1) given a reciever chip (say DIR1701 from TI) that's good up to 96kHz. Do I have to tell the chip what data rate to expect coming in or does it auto detect the rate?

2) Once the data has gotten from the reciever inside, what do the different fs settings do in the DAC? Is there a way to select one MCLK and accept 44.1, 48 and 96? (I know one MCLK can be used for 48 and 96, but what about 44.1?)

So, I think my biggest concern is with choosing a MCLK rate that allows the greatest flexibility and understanding how to choose it.

Thanks for any additional help!
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Old 2nd June 2004, 02:10 PM   #6
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It's also useful to have a look at the data on the various DAC, digital receiver, and ASRC chips from people like Analog Devices and Crystal (Cirrus). The evaluation boards usually are complete DAC modules and the data sheets have full schematics and usually a lot of other helpful information.

I've just bought the AD1896 ASRC evaluation board from Analog Devices. CS8414 rx, AD1896 ASRC and AD1852 DACs (As well as co-ax and opto SPDIF receivers with a co-ax SPDIF driver on the board). Basically a high-end digital rx/ASRC/DAC/digital tx board at less than 100 UK pounds.

Data on the AD web site under part number EVAL-AD1896EB
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Old 2nd June 2004, 03:03 PM   #7
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Quote:
Originally posted by Ouroboros
It's also useful to have a look at the data on the various DAC, digital receiver, and ASRC chips from people like Analog Devices and Crystal (Cirrus). The evaluation boards usually are complete DAC modules and the data sheets have full schematics and usually a lot of other helpful information.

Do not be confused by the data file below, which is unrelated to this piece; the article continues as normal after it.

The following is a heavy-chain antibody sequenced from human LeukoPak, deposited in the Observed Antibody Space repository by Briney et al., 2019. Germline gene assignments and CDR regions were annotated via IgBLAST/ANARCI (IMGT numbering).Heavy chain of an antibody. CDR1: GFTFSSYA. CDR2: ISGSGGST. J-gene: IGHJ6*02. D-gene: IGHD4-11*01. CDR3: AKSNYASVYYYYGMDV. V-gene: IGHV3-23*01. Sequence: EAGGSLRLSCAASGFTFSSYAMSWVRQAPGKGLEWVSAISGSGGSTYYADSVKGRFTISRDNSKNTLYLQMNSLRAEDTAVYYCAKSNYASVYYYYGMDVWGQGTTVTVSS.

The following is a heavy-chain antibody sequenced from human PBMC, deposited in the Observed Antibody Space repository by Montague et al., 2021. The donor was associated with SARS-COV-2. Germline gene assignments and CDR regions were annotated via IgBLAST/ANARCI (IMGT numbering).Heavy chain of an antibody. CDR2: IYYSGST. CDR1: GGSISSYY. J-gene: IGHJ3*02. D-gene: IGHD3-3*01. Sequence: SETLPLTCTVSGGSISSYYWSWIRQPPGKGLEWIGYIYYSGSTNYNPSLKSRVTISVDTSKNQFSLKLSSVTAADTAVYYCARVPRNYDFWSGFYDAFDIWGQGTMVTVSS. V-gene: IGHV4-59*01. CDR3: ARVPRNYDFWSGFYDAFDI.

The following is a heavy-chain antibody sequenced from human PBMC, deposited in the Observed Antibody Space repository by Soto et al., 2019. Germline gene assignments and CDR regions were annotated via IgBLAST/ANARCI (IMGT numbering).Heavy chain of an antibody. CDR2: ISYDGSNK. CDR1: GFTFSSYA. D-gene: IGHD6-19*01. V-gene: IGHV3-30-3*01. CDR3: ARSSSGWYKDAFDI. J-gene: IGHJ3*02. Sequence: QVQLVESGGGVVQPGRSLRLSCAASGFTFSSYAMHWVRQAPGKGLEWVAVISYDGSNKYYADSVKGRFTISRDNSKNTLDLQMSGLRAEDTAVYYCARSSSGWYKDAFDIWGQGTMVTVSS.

I've just bought the AD1896 ASRC evaluation board from Analog Devices. CS8414 rx, AD1896 ASRC and AD1852 DACs (As well as co-ax and opto SPDIF receivers with a co-ax SPDIF driver on the board). Basically a high-end digital rx/ASRC/DAC/digital tx board at less than 100 UK pounds.

Data on the AD web site under part number EVAL-AD1896EB
Why an AD1852 DAC, and not a 1955?
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Old 2nd June 2004, 03:09 PM   #8
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The 1852 is the DAC that AD have put on the evaluation board. Looking at the specification for that DAC, it looks as if it will be quite good enough for my ears!

I only got the evaluation board yesterday and haven't had a chance to try it out yet. (I need to build or buy a really nice case for it and build a suitable +/- 12V PSU to power the board.)
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Old 2nd June 2004, 04:19 PM   #9
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I set my DIR1701 up with a 12 Mhz crystal for 256 fs and it automatically syncs to different rates like 32k, 44.1k, and 48k as winamp plays them.
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Old 2nd June 2004, 09:30 PM   #10
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I'm probably going totally off track now, but my excuse is that I'm as new to this and only trying to help...

Doesn't the DAC take it's processing rate from the clock channel? I mean, for instance, in the MP3 player schematics I'm looking at, the clock is a global part.

It feeds to the microprocessor and the DAC.

When the DAC's DREG, data request, channel signals so, the microprocessor starts reading the data out of the memory and sending it out, syncronised with the positive or negative edge of the clock cycle.

The DAC then uses the same clock channel to sense when it should be receiving new packets for unpacking and decoding.

In the DAC arrangement I was considering, the clock is an external 12MHz crystal. As I say, the clock's output then went to both the microprocessor and the DAC.

The PDF of the DAC made sure to say that I should avoid using third harmonic clocks, as these would cause timing failures in the system.

If you're not going to use an independant memory and processing system, and just clip the DAC onto your desktop, surely you will only need to connect the clock of your DAC to the clock of your desktop to syncronise the data feed correctly? This is where I check out, since I have no idea which pins the clock is sent out on, a search on google should bring up some piccies though.

I don't think that this particular DAC could automatically sync it's self.

As I say, I'm not professing to even be close to some of you guys when it comes to digital, so I'm ready to be wrong. I just thought this might help.